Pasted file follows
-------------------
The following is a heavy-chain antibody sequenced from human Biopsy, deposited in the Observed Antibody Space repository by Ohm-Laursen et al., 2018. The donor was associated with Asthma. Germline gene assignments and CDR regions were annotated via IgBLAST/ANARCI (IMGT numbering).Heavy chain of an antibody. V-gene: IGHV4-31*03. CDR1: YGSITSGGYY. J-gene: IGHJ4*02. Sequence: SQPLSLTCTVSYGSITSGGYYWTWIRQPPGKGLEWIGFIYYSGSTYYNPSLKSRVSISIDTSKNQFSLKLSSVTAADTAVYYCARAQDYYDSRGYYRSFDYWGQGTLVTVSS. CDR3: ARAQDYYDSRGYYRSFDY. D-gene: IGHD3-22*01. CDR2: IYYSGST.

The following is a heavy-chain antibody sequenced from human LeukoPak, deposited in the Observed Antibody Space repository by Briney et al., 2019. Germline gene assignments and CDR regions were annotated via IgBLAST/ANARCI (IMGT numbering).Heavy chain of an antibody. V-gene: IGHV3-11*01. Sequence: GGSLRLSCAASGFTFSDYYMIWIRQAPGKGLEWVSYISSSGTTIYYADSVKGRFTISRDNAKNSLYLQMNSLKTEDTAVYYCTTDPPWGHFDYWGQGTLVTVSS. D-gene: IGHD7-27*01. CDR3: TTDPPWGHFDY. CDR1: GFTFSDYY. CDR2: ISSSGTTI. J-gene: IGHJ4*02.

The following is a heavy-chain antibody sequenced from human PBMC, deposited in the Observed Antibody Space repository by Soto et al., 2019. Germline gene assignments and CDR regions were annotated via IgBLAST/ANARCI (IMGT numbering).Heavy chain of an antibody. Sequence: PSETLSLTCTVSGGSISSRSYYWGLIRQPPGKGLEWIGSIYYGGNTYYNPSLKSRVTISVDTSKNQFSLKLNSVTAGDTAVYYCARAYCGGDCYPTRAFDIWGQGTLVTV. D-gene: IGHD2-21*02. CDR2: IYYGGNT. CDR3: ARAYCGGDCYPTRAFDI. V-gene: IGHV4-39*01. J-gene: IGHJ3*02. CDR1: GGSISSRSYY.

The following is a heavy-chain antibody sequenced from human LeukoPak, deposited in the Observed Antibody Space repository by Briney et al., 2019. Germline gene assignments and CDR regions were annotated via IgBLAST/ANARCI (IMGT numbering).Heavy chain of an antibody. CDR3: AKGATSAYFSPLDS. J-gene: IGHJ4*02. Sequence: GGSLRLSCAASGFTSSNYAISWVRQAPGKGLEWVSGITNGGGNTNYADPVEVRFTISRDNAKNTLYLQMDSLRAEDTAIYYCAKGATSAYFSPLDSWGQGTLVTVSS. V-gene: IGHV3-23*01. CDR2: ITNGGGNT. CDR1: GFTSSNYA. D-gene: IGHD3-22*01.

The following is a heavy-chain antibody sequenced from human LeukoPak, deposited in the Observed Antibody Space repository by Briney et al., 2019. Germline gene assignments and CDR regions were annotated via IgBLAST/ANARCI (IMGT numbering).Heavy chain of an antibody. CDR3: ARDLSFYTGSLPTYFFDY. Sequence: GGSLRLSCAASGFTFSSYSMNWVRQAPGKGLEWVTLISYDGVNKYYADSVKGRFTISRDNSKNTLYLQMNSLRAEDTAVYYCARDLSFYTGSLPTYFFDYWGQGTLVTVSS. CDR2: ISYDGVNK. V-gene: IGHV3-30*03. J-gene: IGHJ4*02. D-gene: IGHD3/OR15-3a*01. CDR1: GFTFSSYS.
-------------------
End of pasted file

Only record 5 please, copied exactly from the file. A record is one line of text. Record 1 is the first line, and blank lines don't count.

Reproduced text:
The following is a heavy-chain antibody sequenced from human LeukoPak, deposited in the Observed Antibody Space repository by Briney et al., 2019. Germline gene assignments and CDR regions were annotated via IgBLAST/ANARCI (IMGT numbering).Heavy chain of an antibody. CDR3: ARDLSFYTGSLPTYFFDY. Sequence: GGSLRLSCAASGFTFSSYSMNWVRQAPGKGLEWVTLISYDGVNKYYADSVKGRFTISRDNSKNTLYLQMNSLRAEDTAVYYCARDLSFYTGSLPTYFFDYWGQGTLVTVSS. CDR2: ISYDGVNK. V-gene: IGHV3-30*03. J-gene: IGHJ4*02. D-gene: IGHD3/OR15-3a*01. CDR1: GFTFSSYS.